Gamescom 2010: LittleBigPlanet 2 Hands-On PreviewBy Jake Gaskill - Posted Aug 20, 2010
What We Know:
Media Moelcule’s follow up to their critically acclaimed smash hit LittleBigPlanet represents a frighteningly expansive jump forward for the platforming/creation franchise. New toys, new creation tools, an epic and quirky new story, and plenty of new ways for friends to enjoy the mad and magical world of LBP are all present and accounted for in LittleBigPlanet 2.
What We’re Seeing Now:
For Gamescom 2010, I had a chance to get some brief hands-on time with the exponentially expanded sequel, and get a guided tour by the game’s technical director, and all around awesome chap, Alex Evans. To kick things off, I tested out the game’s new grappling hook mechanic that lets Sackboy attach onto any soft surface and swing to his heart’s content. You can shorted or lengthen the rope if needed, and since Sackboy himself is a “soft material,” players can use the grappling hook to grab each other in co-op with hilarious results.
It wouldn’t be LBP without some wacky gadgetry, and one of the new gadgets I was able to test out was the Cakeinator that is basically a miner’s helmet that can fire any object or material from the lamp affixed to the top of the helmet. For the portion of game on display, the helmet shot out globs of frosting, which were used to destroy evil cakes (obviously), but also to build walkways and even clog gears to allow passage to a higher platform.
Playing with expectations is something that Media Molecule does absurdly well, and nowhere is this more apparent in LBP2 than in the game’s new sequencer system. Originally built to give players the freedom to create their own custom music, the developers quickly realized that the sequencer could be used to build anything they wanted, including entire levels. And this is exactly what they did, even though it meant rebuilding entire sections of the game using the sequencer just a few months before the game is set to release. So not only can you time events, camera moves, dialogue, and music, but you can also cue entire sections of levels to appear or disappear according to your precise timing.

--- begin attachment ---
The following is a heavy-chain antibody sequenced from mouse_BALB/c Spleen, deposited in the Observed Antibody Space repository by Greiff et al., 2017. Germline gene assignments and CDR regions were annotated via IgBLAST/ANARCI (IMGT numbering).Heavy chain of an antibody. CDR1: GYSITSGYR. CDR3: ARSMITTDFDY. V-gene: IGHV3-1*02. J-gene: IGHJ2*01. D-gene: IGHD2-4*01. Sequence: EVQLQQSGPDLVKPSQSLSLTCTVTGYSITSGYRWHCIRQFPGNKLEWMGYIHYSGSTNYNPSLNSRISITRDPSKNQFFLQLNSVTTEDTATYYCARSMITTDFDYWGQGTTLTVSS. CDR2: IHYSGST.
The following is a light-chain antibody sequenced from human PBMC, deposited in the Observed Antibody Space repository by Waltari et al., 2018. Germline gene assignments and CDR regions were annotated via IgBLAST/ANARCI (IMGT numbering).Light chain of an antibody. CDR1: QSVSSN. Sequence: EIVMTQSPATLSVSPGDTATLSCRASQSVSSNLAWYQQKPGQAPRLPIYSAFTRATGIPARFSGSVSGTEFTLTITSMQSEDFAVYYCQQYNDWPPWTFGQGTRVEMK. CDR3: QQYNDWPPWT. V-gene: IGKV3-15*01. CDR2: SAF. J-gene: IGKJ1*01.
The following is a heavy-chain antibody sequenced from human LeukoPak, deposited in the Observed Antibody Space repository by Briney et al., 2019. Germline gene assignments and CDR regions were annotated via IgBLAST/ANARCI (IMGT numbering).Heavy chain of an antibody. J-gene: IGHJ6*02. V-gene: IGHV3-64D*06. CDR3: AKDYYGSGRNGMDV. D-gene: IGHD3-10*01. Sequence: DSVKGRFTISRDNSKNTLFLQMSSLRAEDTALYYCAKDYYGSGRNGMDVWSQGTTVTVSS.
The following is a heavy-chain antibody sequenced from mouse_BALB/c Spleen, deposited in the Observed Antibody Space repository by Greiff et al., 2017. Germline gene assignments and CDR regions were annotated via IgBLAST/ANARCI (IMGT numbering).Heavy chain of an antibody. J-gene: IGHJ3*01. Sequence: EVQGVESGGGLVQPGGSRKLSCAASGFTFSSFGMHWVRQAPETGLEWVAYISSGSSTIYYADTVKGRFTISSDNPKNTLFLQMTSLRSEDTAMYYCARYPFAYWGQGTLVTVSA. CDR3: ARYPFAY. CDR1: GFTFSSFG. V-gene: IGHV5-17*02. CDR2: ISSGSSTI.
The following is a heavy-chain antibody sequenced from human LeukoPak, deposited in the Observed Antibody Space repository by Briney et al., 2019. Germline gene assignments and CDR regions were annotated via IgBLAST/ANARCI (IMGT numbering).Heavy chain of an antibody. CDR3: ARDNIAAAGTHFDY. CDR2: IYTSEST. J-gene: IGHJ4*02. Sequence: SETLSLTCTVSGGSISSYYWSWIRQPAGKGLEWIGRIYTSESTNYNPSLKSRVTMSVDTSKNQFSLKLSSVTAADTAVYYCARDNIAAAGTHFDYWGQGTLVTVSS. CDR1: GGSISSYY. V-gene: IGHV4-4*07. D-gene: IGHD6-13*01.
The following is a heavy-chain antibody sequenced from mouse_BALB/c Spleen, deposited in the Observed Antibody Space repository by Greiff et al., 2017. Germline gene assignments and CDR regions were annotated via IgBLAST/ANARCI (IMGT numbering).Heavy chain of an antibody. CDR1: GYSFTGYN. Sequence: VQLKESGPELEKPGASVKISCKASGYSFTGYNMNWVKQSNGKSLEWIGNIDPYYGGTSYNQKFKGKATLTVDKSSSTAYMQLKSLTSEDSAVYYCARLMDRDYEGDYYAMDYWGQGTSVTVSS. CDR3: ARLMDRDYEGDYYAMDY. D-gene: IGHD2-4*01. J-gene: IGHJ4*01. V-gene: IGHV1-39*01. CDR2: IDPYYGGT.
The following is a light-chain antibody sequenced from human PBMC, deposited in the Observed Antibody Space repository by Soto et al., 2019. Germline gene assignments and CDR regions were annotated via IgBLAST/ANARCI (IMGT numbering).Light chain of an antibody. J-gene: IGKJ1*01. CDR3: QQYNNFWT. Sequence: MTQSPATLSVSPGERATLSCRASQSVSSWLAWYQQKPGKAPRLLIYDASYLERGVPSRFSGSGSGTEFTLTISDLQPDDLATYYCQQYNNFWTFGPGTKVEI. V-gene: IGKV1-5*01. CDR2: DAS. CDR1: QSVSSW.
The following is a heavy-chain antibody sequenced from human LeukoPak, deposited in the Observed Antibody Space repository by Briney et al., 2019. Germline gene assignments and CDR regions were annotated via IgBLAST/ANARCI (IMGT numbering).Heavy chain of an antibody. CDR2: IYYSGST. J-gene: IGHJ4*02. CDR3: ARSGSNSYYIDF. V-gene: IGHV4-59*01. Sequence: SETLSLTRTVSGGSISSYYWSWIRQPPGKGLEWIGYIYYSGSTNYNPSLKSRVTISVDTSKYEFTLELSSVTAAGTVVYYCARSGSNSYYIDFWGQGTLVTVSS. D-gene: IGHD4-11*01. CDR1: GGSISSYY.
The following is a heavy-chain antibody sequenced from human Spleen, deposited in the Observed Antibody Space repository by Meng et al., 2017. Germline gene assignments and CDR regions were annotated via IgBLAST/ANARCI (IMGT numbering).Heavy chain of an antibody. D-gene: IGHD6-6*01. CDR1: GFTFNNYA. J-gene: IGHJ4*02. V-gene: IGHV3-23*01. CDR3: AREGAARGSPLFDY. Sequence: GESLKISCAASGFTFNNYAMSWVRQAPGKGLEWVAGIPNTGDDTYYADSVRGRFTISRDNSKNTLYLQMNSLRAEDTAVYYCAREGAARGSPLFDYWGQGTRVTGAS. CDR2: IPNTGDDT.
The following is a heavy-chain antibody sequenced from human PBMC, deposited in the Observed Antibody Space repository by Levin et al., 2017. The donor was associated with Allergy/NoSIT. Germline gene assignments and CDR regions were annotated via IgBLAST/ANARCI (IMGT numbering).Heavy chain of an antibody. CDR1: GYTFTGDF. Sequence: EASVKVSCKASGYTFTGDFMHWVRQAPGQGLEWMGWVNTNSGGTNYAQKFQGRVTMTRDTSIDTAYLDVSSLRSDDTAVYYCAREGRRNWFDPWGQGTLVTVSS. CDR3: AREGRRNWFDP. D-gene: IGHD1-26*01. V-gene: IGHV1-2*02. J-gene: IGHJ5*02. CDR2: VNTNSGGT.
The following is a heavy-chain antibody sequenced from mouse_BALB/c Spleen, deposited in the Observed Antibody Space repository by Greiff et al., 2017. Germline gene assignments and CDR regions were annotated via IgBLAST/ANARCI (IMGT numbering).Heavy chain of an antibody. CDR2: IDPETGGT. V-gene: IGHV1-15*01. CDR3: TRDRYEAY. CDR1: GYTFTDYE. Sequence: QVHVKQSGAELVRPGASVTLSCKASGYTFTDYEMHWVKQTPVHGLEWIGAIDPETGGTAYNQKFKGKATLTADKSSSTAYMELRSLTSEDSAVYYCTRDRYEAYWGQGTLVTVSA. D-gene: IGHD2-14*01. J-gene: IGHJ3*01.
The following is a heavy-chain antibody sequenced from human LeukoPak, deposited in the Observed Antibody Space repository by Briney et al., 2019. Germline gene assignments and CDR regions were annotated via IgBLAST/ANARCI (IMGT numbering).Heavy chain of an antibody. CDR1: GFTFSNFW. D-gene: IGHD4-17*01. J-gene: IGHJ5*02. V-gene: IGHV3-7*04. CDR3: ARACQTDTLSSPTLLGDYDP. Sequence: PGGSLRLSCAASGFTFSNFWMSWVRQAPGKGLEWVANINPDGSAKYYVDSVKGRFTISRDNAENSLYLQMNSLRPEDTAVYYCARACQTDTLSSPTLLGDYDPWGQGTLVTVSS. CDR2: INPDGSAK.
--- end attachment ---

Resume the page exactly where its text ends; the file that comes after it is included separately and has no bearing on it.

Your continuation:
This means that players now have absolute control of every aspect of their levels, and makes it easy to understand how players will be able to create entirely new games with the LBP2 tools. In fact, the team at Media Molecule built the entirety of LBP2 on PlayStation 3’s using the same tools available to players in the game. The first game was made using a combination of PC and PS3, because the tech wasn’t in place to allow for full console-based development. This time around, as Alex Evans put it, “There was no cheating.”
One area where Media Molecule was forced to cheat just a bit was with the PlayStation Move controls. Originally, the game going to ship with Move support, but that’s no longer the case. Instead, the game will include several Move-based demo levels to hold players over until a patch or update can be released to add proper motion controls.
To truly appreciate everything that Media Molecule has done to improve upon the LBP formula, you really need to see LBP2 for yourself. I only had a brief time with it, but it was a whimsical and, “Um, that’s kind of amazing”-packed few minutes. LBP fans should start planning out their dream game now in preparation for the game’s release in November.